38. Predicted effect of haldol, using MesoDyn • MesoDyn calculations of pluronic in water with and without Haldol present. 24 %wt PEO26PPO40PEO26 Without Haldol 24 %wt PEO26PPO40PEO26 With 0.1% Haldol 24 %wt PEO26PPO40PEO26 With 1% Haldol • MesoDyn calculations agree with experiment. Addition of drug distorts and swells micelles. • Rationale? Distribution of drug concentrations within micelles leads to different sizes and shapes

    39. Implications • Addition of small amounts of hydrophobic drug drastically changes morphology • To promote a homogeneous distribution of micelles, steps should be taken to distribute drug evenly, so that similar amounts of drug reside in each micelle. • Processing may be able to address this. Red points show position of Haldol. Some micelles are full of drug others are relatively empty.

    40. COMPASS-optimized structure of PmPV polymer on a (12, 7) chiral nanotube Polymer-Nanotube interaction • Important for: • Structural Nanocomposites • Solubilizing nanotubes • Interaction of small chains of PmPV polymer with chiral nanotubes was studied: • COMPASS forcefield in het Panhuis, Maiti, Coleman, Dalton, McCarthy, and Blau, J. Phys. Chem B 109, 478 (2003). To study composites you need many nanotubes In solution with a very long-chain polymers => Much longer length and time-scales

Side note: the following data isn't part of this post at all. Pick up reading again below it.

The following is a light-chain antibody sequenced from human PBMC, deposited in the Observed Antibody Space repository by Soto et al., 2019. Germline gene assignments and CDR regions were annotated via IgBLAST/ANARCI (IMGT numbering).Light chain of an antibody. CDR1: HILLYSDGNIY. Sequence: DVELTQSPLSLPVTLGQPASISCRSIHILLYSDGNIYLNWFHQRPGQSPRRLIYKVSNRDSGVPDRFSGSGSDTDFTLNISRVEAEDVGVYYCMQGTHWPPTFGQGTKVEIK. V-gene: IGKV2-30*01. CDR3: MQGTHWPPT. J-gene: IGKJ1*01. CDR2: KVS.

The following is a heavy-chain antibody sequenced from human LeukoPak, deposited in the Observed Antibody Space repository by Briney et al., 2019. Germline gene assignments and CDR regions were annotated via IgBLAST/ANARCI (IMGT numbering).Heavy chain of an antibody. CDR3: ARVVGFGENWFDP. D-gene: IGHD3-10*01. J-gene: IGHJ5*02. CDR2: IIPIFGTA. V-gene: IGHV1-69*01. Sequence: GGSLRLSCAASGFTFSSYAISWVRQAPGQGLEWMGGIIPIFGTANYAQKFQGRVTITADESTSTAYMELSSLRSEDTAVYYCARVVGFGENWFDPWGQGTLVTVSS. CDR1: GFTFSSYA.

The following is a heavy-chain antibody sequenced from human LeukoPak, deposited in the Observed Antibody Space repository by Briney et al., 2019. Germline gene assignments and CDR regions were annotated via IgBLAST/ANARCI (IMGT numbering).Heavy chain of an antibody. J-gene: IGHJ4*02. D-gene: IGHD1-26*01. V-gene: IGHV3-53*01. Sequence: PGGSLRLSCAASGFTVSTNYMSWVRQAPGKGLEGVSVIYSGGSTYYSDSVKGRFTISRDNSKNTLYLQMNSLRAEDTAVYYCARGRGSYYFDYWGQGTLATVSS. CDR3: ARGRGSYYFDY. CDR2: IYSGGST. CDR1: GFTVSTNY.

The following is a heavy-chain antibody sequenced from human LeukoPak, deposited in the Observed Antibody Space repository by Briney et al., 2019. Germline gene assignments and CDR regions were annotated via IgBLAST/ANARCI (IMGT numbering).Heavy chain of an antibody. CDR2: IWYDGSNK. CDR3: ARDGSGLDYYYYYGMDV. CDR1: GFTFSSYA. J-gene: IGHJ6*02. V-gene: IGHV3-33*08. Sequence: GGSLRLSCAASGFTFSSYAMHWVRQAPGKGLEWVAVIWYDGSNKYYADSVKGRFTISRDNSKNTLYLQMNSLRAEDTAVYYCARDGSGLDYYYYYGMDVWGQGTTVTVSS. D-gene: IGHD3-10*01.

41. Estimating Miscibility Using d Ecoh = E(molecules in bulk) - E(molecules separated)

    42. Solubility parameter (d) of nanotubes • d D-1/2 • d independent of chiral angle • Experimentally PmPV polymer is found to mix with tubes of diameters between 1.35-1.55 nm • Dalton et al., J. Phys. Chem. B 104, 10012.

    43. (10, 10) CNT DPD simulations of CNT-PMMA composites • Extra spring + angle-dependent terms • included to describe nanotubes • CNT-alignment as a function of Shear • No shear (top) • Shear (Bottom) A. Maiti, J. Wescott, P. Kung, Mol. Sim., in press (2004)

    44. (10,10) CNT in PMMA (small difference in )

    45. (15, 15) CNT DPD simulations of CNT-PMMA composites • Top – 15,15 is insoluble in PMMA • By functionalizing nanotube get better dispersion

    46. (15,15) CNT in PMMA (large difference in )

    47. Introduction What is simulations, what can you do with it, how does it work Polymer-Additive Miscibility Polymer – Diffusion Mesoscale Modeling – phase behaviour of soft materials Some basic concepts Studies of Pluronics Studies of Haldoperiodol Simulations of Glasses Solid-Liquid Interactions Summary Overview

    48. Modeling of glass: Bulk and Surface Studies S.Vyas, J. Dickinson, and E. Armstrong-Poston, Molecular Simulations, Vol 32, No 2, 2006, 135-143

    49. Introduction - Motivation • Glass is used as a support in various appplication; • DNA Microarrays, Optical applications • In such applications the glass is often coated with an organic molecule • Binding of the organic to the glass surface is improved via silane coupling agents

    50. Introduction - Silanes • Silanes couple organic components to surface of glass, via interaction of silane group with glass surface • The quality of the adhesion is very sensitive to the nature of the glass. • A Borosilicate glass seems to show better adhesion properties than traditional Sodalime glasses. • Sodalime is cheaper • WHY DOES ONE WORK BETTER? Step 1 - Understand the substrate